Shandal turned his back on the prisoner and focused his attention on the only sane person in the office.
“I would appreciate it if you would respect my authority here and agree to sign the paper, Sheriff,” he attempted to persuade. “If the wife doesn't have the common sense to see wisdom, or is perhaps already afflicted by this disease and therefore not thinking clearly, then your signature and that of another doctor will see it done.”
“I'm sorry, Doc,” Nugent disappointed him. “I value your opinion in most things. But this is serious. We're talking about a man's life here. I'm going to have to get more than your opinion alone before I make any decision on this.”
Shandal frowned at his authority being questioned.
“Fine,” he snarked. “but be it on your head if this becomes an epidemic. If you're going to insist I can get in touch with Dr. Benson over in Gila Bend. He's usually very helpful and will appreciate that I know what I'm talking about.”
“All the more reason not to get him!” Heyes pointed out. “Come on! My own doctor knows me better than anybody. He knows my history. He can be here in two or three days. Why bring in another doctor who doesn't know anything about me!”
“Your own doctor is likely to be biased, Mr. Heyes,” Shandal pointed out. “And if he was giving you sedatives to treat this condition then I can only assume that he is a country bumpkin who has no clue what he is dealing with.”
Heyes growled, and clutching the bars he shook them until his knuckles turned white.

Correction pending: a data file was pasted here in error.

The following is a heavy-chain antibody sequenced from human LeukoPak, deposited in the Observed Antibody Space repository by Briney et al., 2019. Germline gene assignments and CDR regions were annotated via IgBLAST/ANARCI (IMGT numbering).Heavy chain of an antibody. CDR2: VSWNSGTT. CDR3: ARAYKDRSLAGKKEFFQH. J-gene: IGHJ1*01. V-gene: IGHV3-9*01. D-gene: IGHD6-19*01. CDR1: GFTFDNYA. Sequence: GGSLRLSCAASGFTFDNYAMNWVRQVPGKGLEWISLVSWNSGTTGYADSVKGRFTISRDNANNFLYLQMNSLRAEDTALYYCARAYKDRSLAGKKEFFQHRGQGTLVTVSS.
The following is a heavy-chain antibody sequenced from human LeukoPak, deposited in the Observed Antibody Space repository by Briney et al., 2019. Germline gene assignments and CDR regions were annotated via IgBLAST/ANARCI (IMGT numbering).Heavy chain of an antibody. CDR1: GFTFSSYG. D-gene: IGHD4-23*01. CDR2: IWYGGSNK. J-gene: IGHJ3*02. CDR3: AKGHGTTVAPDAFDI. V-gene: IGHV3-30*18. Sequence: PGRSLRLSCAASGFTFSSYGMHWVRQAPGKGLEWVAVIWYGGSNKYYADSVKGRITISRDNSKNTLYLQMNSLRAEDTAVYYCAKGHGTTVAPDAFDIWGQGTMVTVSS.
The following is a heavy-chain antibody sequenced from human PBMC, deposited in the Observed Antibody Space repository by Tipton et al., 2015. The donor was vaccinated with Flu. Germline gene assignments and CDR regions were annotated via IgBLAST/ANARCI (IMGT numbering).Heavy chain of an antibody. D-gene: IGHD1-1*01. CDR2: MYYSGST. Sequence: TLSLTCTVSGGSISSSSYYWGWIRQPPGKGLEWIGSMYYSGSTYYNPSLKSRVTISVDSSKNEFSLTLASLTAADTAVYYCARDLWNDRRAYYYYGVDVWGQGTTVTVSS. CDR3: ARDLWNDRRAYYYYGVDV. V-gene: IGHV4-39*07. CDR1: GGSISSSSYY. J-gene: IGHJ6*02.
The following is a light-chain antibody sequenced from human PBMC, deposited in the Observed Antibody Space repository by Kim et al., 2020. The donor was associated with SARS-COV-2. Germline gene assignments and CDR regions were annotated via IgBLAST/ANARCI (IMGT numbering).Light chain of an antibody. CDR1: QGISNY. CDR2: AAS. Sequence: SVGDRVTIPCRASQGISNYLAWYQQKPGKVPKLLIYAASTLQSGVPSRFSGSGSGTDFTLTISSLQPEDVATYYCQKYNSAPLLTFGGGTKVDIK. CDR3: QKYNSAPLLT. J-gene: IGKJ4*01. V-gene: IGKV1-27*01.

“Who's calling who a country bumpkin!” he exclaimed. “Dr. Gibson will put you to shame. He'll run you into the ground..!”
“Settle.” Nugent called order again. “We've been trying to get hold of your lawyer Mr. Heyes and we haven't had much luck. What are the chances of your doctor being any easier to track down?”
“These people are probably figments of his already diseased mind,” Shandal cut in with a sniff. “I doubt they even exist. See how this affliction works Sheriff? He believes his own illusion so completely...”
“Don't give me that!” Heyes retorted. “These people exist! Steven Granger is an established lawyer who lives in Denver—the sheriff can check up on that quite easily.”
“I already have,” Nugent assured him. “We had to verify we were sending the telegram to an actual lawyer and not just a ruse on your part to stall for time. I assure you Doc, Mr. Granger does exist and I'm willing to bet that his doctor does as well. The only question that remains is why are they not getting in touch?”
“I don't know!” Heyes threw up his hands again and began pacing. “My wife sent more telegrams this morning, I'm sure somebody will respond soon.”
“Uh huh,” Nugent sounded sceptical. “Well, if your doctor and your lawyer get in touch and can be down here quickly then fine, but in the meantime I think it best that we contact Dr. Benson just in case we can't get hold of Dr. Gibson.”
“I see no point in bringing a third doctor into this situation,” Shandal commented. “It would just be a waste of the man's time. Nor do we need some city slicker lawyer coming here and stirring up trouble. It's just a simple matter of...”